The patent on Lipitor, the cholesterol-lowering statin that earned Pfizer more than $5.3 billion in annual U.S. sales, has now expired, opening the door for cheaper generic versions. But Pfizer is offering large discounts to pharmacy benefit managers — the middlemen between drug companies and health insurance providers — that block the competition.
“Consumers and taxpayers foot the bill when drug benefit companies and insurers manipulate the marketplace to prevent access to generic drugs for millions of Americans,” Sen. Herb Kohl (D-Wis.) said in a statement. “We hope that scrutiny into these business practices will restore fairness and open the gates to affordable prescription drug choices and tremendous cost savings.”
Kohl joined Senators Max Baucus (D-Mont.) and Charles E. Grassley (R-Iowa) in asking Pfizer, three pharmacy benefit companies and two insurance companies for more information about the agreements, citing concerns about the impact on health care costs.
“By working with manufacturers to push brand-name drugs, drug benefit companies may be abusing Medicare to boost their profits and denying generic alternatives to patients – a practice that needs to end immediately,” Baucus said in a statement. “We need to take a close look to ensure we’re protecting both taxpayer dollars and access to the medicine patients need.”
Under Pfizer’s plan, which was first reported by the New York Times, the co-pay for a 30-day supply of Lipitor would drop to $10 — the same co-pay as generic versions. The Senators worry pharmacy benefit managers will continue charging employers and Medicare the full cost of the drug and pocket the difference. In letters to the companies, they’re asking for clarification.
“In what’s been reported, just about everyone wins except consumers and taxpayers,” Grassley said in a statement. “That’s cause for scrutiny, and these letters reflect a commitment to looking at how to prevent the system from being manipulated so that access to generic drugs is restricted and taxpayers are forced to unnecessarily pay brand-name drug prices.”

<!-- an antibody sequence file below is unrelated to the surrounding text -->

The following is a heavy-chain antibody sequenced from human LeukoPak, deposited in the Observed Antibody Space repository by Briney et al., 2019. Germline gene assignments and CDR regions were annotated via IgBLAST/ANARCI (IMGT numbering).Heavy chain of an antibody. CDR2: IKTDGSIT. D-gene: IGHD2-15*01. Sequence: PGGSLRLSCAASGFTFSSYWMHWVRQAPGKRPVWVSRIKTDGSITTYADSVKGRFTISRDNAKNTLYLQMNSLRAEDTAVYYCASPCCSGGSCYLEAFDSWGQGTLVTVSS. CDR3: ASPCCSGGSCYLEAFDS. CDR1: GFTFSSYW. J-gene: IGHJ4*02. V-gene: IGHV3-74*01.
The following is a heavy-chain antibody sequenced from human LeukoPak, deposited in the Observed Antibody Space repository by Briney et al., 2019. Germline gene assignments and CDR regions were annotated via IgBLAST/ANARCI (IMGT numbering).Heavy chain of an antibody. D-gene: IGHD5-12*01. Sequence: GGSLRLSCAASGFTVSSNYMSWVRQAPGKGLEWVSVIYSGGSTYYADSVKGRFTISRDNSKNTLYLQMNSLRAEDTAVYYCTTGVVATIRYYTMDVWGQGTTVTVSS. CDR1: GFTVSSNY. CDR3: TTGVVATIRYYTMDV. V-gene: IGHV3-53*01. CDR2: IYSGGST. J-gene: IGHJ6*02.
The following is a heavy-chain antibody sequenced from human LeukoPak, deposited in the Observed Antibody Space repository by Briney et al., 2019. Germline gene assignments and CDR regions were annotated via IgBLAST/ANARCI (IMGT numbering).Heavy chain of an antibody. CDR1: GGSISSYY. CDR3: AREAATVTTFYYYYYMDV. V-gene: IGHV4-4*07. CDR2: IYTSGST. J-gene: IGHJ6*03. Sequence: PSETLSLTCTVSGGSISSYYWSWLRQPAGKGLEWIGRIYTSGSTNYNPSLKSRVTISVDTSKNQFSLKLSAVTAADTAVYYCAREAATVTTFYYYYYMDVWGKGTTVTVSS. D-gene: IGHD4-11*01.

Using data from 2005 to 2008, the U.S. Centers for Disease Control and Prevention estimated that 25 percent of adults over age 45 used statins — up from 2 percent in the mid-1990s. And between 1999 and 2007, deaths associated with heart disease declined by 28 percent.
“Generics will facilitate access to statins,” Stephen Nicholls, clinical director of the Cleveland Clinic Center for Cardiovascular Diagnostics and Prevention, t old ABC News in November. “And in light of the overwhelming body of evidence that statins are good medications, increased access is a positive outcome.”
On Wednesday, the U.S. Food and Drug Administration approved the first generic version of Lipitor, made by Ranbaxy Laboratories Ltd. Ranbaxy has exclusive rights to sell the generic for 180 days, during which time it will be Lipitor’s sole competitor.
In an email to ABC News, Pfizer spokesman MacKay Jimeson said the senators’ letter is based on “incomplete and incorrect information.”
“Our intent is to offer Lipitor to payers and patients at or below the cost of a generic during the 180-day period. As a result, patients receive Lipitor at co-pays comparable to generics,” he wrote. “Participation in Pfizer’s programs by a health plan is entirely voluntary. It is not imposed on any plan either by Pfizer or their [pharmacy benefit manager].”
The senators asked the companies to respond to their letters no later than Dec. 21.